Recently, I purchased a  CSA VZ.58 Sporter with a 472mm (18.3") barrel which deems it a Non Restricted Firearm in Canada. It is available in .222 Remington, .223 Remington (5.56 NATO), or 7.62×39mm. I purchased the 7.62 Combloc for ammunition and parts compatibility with my Restricted VZ.58. These are newly manufactured by Czech Small Arms.  There are multiple variations but the testing model had synthetic handguards, pistol grip and a M4 style collapsible stock. The 7.62x39mm Rifle model is available with either a synthetic or the traditional phenolic wood handguard.

This version of the VZ.58 represents a definite product improvement with equally durable but thinner handguards, molded pistol grip and it's adjustable M4 stock. It is a commercial 6 position M4 tube. The adjustable stock is an excellent addition to the platform. In Canada, we suffer through many drastically changing seasons.Therefore, the ability to adjust our length of pull to our clothing is a requirement for an all-season firearm.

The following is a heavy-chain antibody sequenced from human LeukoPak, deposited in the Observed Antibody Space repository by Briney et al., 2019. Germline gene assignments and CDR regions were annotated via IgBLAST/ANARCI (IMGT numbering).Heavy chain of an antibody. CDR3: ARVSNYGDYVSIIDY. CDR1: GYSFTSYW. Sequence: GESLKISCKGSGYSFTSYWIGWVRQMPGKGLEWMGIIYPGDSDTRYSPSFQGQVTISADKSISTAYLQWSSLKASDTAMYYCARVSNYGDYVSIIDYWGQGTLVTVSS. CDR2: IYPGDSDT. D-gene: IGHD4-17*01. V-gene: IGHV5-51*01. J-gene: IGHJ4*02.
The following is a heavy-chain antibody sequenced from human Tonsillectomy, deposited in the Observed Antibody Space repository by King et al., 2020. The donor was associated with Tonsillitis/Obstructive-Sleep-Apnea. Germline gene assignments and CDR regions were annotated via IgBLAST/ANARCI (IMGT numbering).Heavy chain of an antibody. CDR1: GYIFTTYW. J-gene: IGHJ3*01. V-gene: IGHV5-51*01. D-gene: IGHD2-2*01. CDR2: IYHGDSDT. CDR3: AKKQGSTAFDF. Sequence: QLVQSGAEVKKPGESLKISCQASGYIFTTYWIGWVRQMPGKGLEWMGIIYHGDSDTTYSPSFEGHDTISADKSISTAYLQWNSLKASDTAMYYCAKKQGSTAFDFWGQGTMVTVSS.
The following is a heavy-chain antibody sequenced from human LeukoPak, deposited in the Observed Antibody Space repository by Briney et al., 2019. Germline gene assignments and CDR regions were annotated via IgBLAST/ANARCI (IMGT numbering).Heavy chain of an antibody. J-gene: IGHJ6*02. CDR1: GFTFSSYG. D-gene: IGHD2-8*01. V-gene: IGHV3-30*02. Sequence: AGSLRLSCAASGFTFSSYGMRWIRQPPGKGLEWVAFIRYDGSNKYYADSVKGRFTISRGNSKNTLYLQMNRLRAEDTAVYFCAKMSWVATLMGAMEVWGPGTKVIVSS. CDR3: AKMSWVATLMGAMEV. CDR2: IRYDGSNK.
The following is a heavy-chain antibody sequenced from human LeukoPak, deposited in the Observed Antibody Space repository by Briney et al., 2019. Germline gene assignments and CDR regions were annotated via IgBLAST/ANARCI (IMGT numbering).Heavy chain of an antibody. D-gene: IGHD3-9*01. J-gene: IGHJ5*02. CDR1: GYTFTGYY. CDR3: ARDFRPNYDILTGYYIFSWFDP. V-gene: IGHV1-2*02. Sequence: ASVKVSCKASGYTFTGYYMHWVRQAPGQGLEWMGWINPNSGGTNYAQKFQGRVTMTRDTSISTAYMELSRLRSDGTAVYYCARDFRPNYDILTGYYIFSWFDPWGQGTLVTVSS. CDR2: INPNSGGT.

Overall Impression 

The VZ.58 platform is a extremely dependable and rugged platform which will provide you many years good service with little maintenance other than cleaning. There is a generous number of aftermarket accessories for this system and ammunition for the 7.62x39mm platform is plentiful and inexpensive. Accuracy is acceptable within combat ranges but not good enough for designated marksman or surgical applications. The limitations of the M43 round are well documented in regards to accuracy and wound ballistics. This can be improved by selecting a different caliber variant like 5.56mm. However, quality 5.56x45mm is not as economical as 7.63x39mm. If I deployed on a private contract and was handed a VZ.58, I would not feel under armed and know I have a steadfast resilient companion. As a private owner, I know that I have a long service firearm with a cartridge capable of taking medium sized game and good for self defence.

Total READMA score: 24/30

READMA score is a WDG Blog scoring system conceived around an experienced end user impressions, not technical expertise or SME standard. This scoring, based on the user's experience and satisfaction, is scored from 0-5. The higher the number the better the score. The criteria was selected based on practical operational requirements and are equally weighted.